The scheme is designed to promote fresh milk and enable fresh-milk producers to sell their products at higher prices. The system will be launched in major cities such has Beijing or Shanghai, and then gradually rolled out across the country.
The system should also help to protect the fresh milk market. Dou Ming, a senior DAC expert told China Business Weekly that some producers market milk from powder as fresh milk. Powdered milk tends to be 15 to 20 per cent cheaper than fresh milk.
"It is unfair that UHT milk, powdered milk and fresh milk are all sold at the same price. The system will ensure better products have a better price and help maintain the consumers' right to know," he said.
The dairy industry is one of the fastest developing industries in China. Milk consumption is relatively low at present at around 8 litres per person, compared to 30 litres elsewhere in Asia, but consumption is expected to grow rapidly.
Last year, production value reached 50.9 billion yuan (US$6.15 billion), up 35 per cent year-on-year. A number of major processors have emerged as industrial giants in China.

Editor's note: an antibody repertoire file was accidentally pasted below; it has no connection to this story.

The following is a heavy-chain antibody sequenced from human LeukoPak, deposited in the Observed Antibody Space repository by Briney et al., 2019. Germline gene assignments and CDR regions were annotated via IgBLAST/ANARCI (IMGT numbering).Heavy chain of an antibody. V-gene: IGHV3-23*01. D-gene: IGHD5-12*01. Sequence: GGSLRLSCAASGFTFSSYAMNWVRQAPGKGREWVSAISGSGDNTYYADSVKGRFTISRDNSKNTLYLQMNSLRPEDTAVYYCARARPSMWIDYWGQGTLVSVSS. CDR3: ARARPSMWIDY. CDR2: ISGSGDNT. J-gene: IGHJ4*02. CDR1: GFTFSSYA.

Foreign multinationals such as Fonterra are now looking to get in on the action. The group has forged a joint venture with the San Lu dairy company, a major player in the market.
"One of the drivers here is Government policies to encourage milk consumption and not only because of the health benefits," said Fonterra chief executive Andrew Ferrier.
"Their view is that higher demand for milk will transfer wealth to local dairy farmers. Higher demand is being actively promoted through programmes such as agricultural subsidies, milk in schools and the setting of per capita consumption targets rising from 18kg in 2010, to 41kg in 2030."
For Chinese dairy farmers, this is mixed news. Growing consumption means growing prosperity, but if there is not enough arable land to meet the projected increases, which is likely, then additional milk will have to be imported.
In addition, the DAC is likely to face strong resistance from major milk producers, other industrial associations and some government departments. Producers of UHT (ultra high temperature-processed) milk believe that the fresh milk identification scheme will greatly reduce the price of their products.
The China Dairy Industry Association (CDIA), which represents big dairy producers, is reported to be against the scheme.
According to China Business Weekly, the association believes that the fresh milk label is unscientific as fresh milk is usually pasteurised. The body argues that pasteurisation and UHT are just two different ways of processing milk.